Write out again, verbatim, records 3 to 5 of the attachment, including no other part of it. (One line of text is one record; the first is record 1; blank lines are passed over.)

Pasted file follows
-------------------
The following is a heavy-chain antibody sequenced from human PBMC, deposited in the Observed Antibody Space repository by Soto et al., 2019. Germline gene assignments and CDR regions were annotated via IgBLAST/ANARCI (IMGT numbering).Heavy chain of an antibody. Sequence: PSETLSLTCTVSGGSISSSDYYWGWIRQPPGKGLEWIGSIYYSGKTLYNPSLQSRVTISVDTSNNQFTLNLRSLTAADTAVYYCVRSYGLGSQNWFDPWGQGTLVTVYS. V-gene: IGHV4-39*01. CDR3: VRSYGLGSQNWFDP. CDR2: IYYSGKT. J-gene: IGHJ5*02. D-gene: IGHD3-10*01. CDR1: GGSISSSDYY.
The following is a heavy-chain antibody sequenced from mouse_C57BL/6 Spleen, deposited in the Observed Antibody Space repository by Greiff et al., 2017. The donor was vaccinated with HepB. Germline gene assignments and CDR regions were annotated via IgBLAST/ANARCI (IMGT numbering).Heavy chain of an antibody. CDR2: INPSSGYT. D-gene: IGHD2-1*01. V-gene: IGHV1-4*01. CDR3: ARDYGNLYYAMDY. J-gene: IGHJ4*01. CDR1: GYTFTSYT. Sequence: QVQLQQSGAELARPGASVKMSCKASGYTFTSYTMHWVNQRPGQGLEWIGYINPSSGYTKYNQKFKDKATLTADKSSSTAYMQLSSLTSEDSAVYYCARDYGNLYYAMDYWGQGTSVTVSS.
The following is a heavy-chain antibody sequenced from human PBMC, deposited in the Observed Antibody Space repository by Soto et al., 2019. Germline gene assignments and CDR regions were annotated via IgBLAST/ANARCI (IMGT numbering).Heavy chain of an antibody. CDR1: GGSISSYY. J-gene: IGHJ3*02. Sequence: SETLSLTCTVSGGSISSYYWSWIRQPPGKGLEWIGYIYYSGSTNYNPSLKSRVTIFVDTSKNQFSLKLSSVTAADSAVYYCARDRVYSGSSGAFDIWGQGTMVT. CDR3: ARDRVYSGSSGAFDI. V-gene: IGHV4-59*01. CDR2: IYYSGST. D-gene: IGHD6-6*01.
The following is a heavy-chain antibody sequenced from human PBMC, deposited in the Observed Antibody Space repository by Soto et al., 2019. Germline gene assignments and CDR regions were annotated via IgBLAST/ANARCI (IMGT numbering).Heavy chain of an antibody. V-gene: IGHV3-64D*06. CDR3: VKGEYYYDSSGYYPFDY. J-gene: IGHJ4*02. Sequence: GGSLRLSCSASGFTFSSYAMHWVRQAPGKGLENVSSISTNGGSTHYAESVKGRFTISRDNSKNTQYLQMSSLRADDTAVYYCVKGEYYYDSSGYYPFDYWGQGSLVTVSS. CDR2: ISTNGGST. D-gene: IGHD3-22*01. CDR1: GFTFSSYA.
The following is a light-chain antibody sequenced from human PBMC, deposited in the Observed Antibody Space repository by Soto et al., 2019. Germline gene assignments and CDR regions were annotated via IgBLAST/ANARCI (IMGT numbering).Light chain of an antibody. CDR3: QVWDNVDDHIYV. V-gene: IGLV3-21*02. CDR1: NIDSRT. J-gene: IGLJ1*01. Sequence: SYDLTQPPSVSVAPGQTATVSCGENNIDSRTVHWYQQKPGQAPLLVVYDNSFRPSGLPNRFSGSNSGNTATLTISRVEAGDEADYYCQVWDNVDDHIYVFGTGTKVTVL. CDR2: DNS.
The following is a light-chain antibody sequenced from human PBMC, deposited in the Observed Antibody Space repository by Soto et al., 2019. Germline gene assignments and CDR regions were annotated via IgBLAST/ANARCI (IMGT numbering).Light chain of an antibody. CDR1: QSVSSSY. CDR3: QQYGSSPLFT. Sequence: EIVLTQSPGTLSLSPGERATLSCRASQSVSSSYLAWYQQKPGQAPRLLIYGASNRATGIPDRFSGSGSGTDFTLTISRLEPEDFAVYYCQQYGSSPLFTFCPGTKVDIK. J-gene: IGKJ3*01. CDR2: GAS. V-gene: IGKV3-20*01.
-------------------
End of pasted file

The following is a heavy-chain antibody sequenced from human PBMC, deposited in the Observed Antibody Space repository by Soto et al., 2019. Germline gene assignments and CDR regions were annotated via IgBLAST/ANARCI (IMGT numbering).Heavy chain of an antibody. CDR1: GGSISSYY. J-gene: IGHJ3*02. Sequence: SETLSLTCTVSGGSISSYYWSWIRQPPGKGLEWIGYIYYSGSTNYNPSLKSRVTIFVDTSKNQFSLKLSSVTAADSAVYYCARDRVYSGSSGAFDIWGQGTMVT. CDR3: ARDRVYSGSSGAFDI. V-gene: IGHV4-59*01. CDR2: IYYSGST. D-gene: IGHD6-6*01.
The following is a heavy-chain antibody sequenced from human PBMC, deposited in the Observed Antibody Space repository by Soto et al., 2019. Germline gene assignments and CDR regions were annotated via IgBLAST/ANARCI (IMGT numbering).Heavy chain of an antibody. V-gene: IGHV3-64D*06. CDR3: VKGEYYYDSSGYYPFDY. J-gene: IGHJ4*02. Sequence: GGSLRLSCSASGFTFSSYAMHWVRQAPGKGLENVSSISTNGGSTHYAESVKGRFTISRDNSKNTQYLQMSSLRADDTAVYYCVKGEYYYDSSGYYPFDYWGQGSLVTVSS. CDR2: ISTNGGST. D-gene: IGHD3-22*01. CDR1: GFTFSSYA.
The following is a light-chain antibody sequenced from human PBMC, deposited in the Observed Antibody Space repository by Soto et al., 2019. Germline gene assignments and CDR regions were annotated via IgBLAST/ANARCI (IMGT numbering).Light chain of an antibody. CDR3: QVWDNVDDHIYV. V-gene: IGLV3-21*02. CDR1: NIDSRT. J-gene: IGLJ1*01. Sequence: SYDLTQPPSVSVAPGQTATVSCGENNIDSRTVHWYQQKPGQAPLLVVYDNSFRPSGLPNRFSGSNSGNTATLTISRVEAGDEADYYCQVWDNVDDHIYVFGTGTKVTVL. CDR2: DNS.